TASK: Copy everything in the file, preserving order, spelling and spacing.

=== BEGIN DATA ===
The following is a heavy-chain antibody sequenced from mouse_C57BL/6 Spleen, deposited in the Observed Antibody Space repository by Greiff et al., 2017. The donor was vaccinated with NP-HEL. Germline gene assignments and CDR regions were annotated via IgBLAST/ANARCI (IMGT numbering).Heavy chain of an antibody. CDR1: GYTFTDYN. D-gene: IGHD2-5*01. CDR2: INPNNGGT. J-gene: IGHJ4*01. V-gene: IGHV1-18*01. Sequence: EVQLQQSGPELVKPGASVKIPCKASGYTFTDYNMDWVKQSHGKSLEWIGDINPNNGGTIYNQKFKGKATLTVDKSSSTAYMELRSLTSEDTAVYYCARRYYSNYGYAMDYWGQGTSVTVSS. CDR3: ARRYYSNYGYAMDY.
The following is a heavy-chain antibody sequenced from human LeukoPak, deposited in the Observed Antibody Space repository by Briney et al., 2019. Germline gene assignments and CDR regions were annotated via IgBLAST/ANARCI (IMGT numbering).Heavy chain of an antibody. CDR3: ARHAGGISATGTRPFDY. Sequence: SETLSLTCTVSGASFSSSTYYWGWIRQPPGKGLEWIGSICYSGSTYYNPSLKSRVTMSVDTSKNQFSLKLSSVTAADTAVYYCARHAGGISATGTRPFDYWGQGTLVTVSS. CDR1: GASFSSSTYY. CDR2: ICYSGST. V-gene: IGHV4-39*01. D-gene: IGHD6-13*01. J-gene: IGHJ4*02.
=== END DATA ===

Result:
The following is a heavy-chain antibody sequenced from mouse_C57BL/6 Spleen, deposited in the Observed Antibody Space repository by Greiff et al., 2017. The donor was vaccinated with NP-HEL. Germline gene assignments and CDR regions were annotated via IgBLAST/ANARCI (IMGT numbering).Heavy chain of an antibody. CDR1: GYTFTDYN. D-gene: IGHD2-5*01. CDR2: INPNNGGT. J-gene: IGHJ4*01. V-gene: IGHV1-18*01. Sequence: EVQLQQSGPELVKPGASVKIPCKASGYTFTDYNMDWVKQSHGKSLEWIGDINPNNGGTIYNQKFKGKATLTVDKSSSTAYMELRSLTSEDTAVYYCARRYYSNYGYAMDYWGQGTSVTVSS. CDR3: ARRYYSNYGYAMDY.
The following is a heavy-chain antibody sequenced from human LeukoPak, deposited in the Observed Antibody Space repository by Briney et al., 2019. Germline gene assignments and CDR regions were annotated via IgBLAST/ANARCI (IMGT numbering).Heavy chain of an antibody. CDR3: ARHAGGISATGTRPFDY. Sequence: SETLSLTCTVSGASFSSSTYYWGWIRQPPGKGLEWIGSICYSGSTYYNPSLKSRVTMSVDTSKNQFSLKLSSVTAADTAVYYCARHAGGISATGTRPFDYWGQGTLVTVSS. CDR1: GASFSSSTYY. CDR2: ICYSGST. V-gene: IGHV4-39*01. D-gene: IGHD6-13*01. J-gene: IGHJ4*02.